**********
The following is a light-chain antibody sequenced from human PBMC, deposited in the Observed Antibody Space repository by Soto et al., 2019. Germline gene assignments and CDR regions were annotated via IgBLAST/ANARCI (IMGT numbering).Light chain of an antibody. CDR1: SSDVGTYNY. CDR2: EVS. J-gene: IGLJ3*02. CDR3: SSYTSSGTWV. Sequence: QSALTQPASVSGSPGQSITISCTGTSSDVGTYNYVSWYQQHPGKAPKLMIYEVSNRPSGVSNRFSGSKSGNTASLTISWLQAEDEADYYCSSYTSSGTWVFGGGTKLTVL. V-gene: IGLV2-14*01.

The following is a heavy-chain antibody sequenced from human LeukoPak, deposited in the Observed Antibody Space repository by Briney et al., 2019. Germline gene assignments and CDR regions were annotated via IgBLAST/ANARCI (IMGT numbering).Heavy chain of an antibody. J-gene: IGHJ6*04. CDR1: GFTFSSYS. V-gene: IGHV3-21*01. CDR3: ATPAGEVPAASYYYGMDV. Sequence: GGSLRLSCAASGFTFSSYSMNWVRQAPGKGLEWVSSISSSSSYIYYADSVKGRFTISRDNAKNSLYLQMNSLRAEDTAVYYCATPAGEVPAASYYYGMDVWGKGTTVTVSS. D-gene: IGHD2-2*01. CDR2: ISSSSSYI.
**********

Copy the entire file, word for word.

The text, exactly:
The following is a light-chain antibody sequenced from human PBMC, deposited in the Observed Antibody Space repository by Soto et al., 2019. Germline gene assignments and CDR regions were annotated via IgBLAST/ANARCI (IMGT numbering).Light chain of an antibody. CDR1: SSDVGTYNY. CDR2: EVS. J-gene: IGLJ3*02. CDR3: SSYTSSGTWV. Sequence: QSALTQPASVSGSPGQSITISCTGTSSDVGTYNYVSWYQQHPGKAPKLMIYEVSNRPSGVSNRFSGSKSGNTASLTISWLQAEDEADYYCSSYTSSGTWVFGGGTKLTVL. V-gene: IGLV2-14*01.

The following is a heavy-chain antibody sequenced from human LeukoPak, deposited in the Observed Antibody Space repository by Briney et al., 2019. Germline gene assignments and CDR regions were annotated via IgBLAST/ANARCI (IMGT numbering).Heavy chain of an antibody. J-gene: IGHJ6*04. CDR1: GFTFSSYS. V-gene: IGHV3-21*01. CDR3: ATPAGEVPAASYYYGMDV. Sequence: GGSLRLSCAASGFTFSSYSMNWVRQAPGKGLEWVSSISSSSSYIYYADSVKGRFTISRDNAKNSLYLQMNSLRAEDTAVYYCATPAGEVPAASYYYGMDVWGKGTTVTVSS. D-gene: IGHD2-2*01. CDR2: ISSSSSYI.